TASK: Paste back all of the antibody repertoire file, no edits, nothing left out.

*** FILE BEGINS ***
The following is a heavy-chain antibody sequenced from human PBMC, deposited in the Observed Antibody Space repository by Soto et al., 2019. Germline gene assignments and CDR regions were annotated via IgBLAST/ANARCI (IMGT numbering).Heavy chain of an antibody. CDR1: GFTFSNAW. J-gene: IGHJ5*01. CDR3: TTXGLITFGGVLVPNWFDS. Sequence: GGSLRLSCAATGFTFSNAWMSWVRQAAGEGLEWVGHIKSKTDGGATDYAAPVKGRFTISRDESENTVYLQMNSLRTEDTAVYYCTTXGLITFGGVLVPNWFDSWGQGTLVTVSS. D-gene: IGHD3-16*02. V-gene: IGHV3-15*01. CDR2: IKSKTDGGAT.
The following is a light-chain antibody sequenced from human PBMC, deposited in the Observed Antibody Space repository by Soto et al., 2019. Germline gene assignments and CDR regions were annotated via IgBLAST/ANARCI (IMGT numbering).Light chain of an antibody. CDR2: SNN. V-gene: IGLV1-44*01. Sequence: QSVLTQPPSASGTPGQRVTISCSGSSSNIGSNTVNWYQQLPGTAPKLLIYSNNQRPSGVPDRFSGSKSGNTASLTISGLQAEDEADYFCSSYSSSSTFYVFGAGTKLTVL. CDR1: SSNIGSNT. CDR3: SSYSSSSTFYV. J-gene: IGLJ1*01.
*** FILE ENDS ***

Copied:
The following is a heavy-chain antibody sequenced from human PBMC, deposited in the Observed Antibody Space repository by Soto et al., 2019. Germline gene assignments and CDR regions were annotated via IgBLAST/ANARCI (IMGT numbering).Heavy chain of an antibody. CDR1: GFTFSNAW. J-gene: IGHJ5*01. CDR3: TTXGLITFGGVLVPNWFDS. Sequence: GGSLRLSCAATGFTFSNAWMSWVRQAAGEGLEWVGHIKSKTDGGATDYAAPVKGRFTISRDESENTVYLQMNSLRTEDTAVYYCTTXGLITFGGVLVPNWFDSWGQGTLVTVSS. D-gene: IGHD3-16*02. V-gene: IGHV3-15*01. CDR2: IKSKTDGGAT.
The following is a light-chain antibody sequenced from human PBMC, deposited in the Observed Antibody Space repository by Soto et al., 2019. Germline gene assignments and CDR regions were annotated via IgBLAST/ANARCI (IMGT numbering).Light chain of an antibody. CDR2: SNN. V-gene: IGLV1-44*01. Sequence: QSVLTQPPSASGTPGQRVTISCSGSSSNIGSNTVNWYQQLPGTAPKLLIYSNNQRPSGVPDRFSGSKSGNTASLTISGLQAEDEADYFCSSYSSSSTFYVFGAGTKLTVL. CDR1: SSNIGSNT. CDR3: SSYSSSSTFYV. J-gene: IGLJ1*01.